GETTING TO KNOW: GEORGE KANAAN

As actor, George’s theatre credits include Homebody/Kabul (Downstairs Belvoir); Urban Theatre Projects’ The Last Highway (Sydney Festival); Mirage; Harlequin & Columbine; and Wasted for Horizon Theatre; Antony & Cleopatra for Vantage Theatre; and Summer Holiday and Toons on Vacation (Saudi Arabia & Qatar).

Feature films include John Laing’s A War Story playingOsama bin Laden in the real life story of Pulitzer Prize-winning journalist Peter Arnett’s efforts to interview bin Laden. Short film credits include Sharon Mani’s The Worst; Raihan Harun’s Bani Ibrahim; Paul Barakat’s Squalor; Johnny Tran’s The Pizza; and Michael Samer’s Blood on Blood amongst others.

George’s TV work includes The Secrets She Keeps, Total Control, Bite Club, Hyde & Seek, AllSaints, and East West 101, (Seasons 2&3) where he was anominee for an AFI for Best Supporting/Guest Actor in a Television Drama. TVCs include IGA, Afterpay, Blackmores, SBS, Nissan, Mr Juicy/Pepsi & Toyota Celica amongst others.

The Street talks with George about his acting role in the FIRST SEEN creative development of Barren Ground by Helen Machalias.

HOW HAS COVID-19 IMPACTED ON YOUR WORK AND CAREER? 

My own experience has been largely positive: I was not immediately involved in any projects so did not feel the effects of the shutdown too acutely.  I have friends whose shows either evaporated or went into some sort of limbo.  When COVID-19 hit, I was auditioning regularly, and given the industry simply shut down overnight, it became a waiting game.  These strange times became a welcome interlude—particularly given the cost of always being switched on.  It became an opportunity to catch my breath and brush up on skills.  Notwithstanding the industry is not yet where it was pre-COVID, there has been a noticeable excitement these last three months about the work being made and I find myself once again auditioning regularly.  I think there will be a lot of work headed our way so hopefully that bodes well for many careers.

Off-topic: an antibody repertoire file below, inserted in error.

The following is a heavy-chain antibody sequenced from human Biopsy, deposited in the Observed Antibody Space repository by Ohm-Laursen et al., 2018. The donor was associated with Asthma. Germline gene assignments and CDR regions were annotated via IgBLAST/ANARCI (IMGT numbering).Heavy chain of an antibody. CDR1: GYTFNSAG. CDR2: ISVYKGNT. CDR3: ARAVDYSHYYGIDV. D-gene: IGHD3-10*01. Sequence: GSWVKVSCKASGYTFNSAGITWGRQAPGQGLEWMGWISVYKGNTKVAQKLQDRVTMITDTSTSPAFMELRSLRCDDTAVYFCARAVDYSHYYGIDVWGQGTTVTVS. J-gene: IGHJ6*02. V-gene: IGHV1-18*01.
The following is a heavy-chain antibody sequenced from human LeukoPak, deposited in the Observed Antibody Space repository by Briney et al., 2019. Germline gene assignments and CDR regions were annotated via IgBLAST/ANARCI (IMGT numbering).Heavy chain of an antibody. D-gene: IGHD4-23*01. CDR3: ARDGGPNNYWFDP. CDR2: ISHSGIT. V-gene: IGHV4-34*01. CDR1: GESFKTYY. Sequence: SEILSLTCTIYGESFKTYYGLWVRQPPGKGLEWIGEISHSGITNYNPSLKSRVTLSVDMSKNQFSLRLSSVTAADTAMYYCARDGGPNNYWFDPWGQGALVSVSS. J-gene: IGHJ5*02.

YOUR HAVE A LONG CAREER IN FILM, TV AND STAGE. WHERE DOES THEATRE FIT INTO THE MIX? 

Where film may speak to me simply, my love of theatre is complicated by the same sort of respect that one might have for the ocean.  That said, there is no real design in terms of which discipline I choose to work in—I am often happy to follow the work.  It’s been 10 years since I was last on stage.  I was fortunate then to work on Tony Kushner’s Homebody/Kabul (directed by Christopher Hurrell) with wonderfully talented actors in the Downstairs Belvoir Theatre, and shortly before that on Urban Theatre Projects’ The Last Highway (directed by Alicia Talbot) for Sydney Festival.  And while there have been other stage credits (including hosting children’s shows in Saudi Arabia and Qatar), the thrill of Homebody/Kabul and The Last Highway stay with me for what they afforded creatively.  With the exception of say a long-run character on a television show, the opportunity to explore character is unparalleled as it is in theatre.  And then there’s the buzz.  Naturally, I am thrilled to be doing this creative development.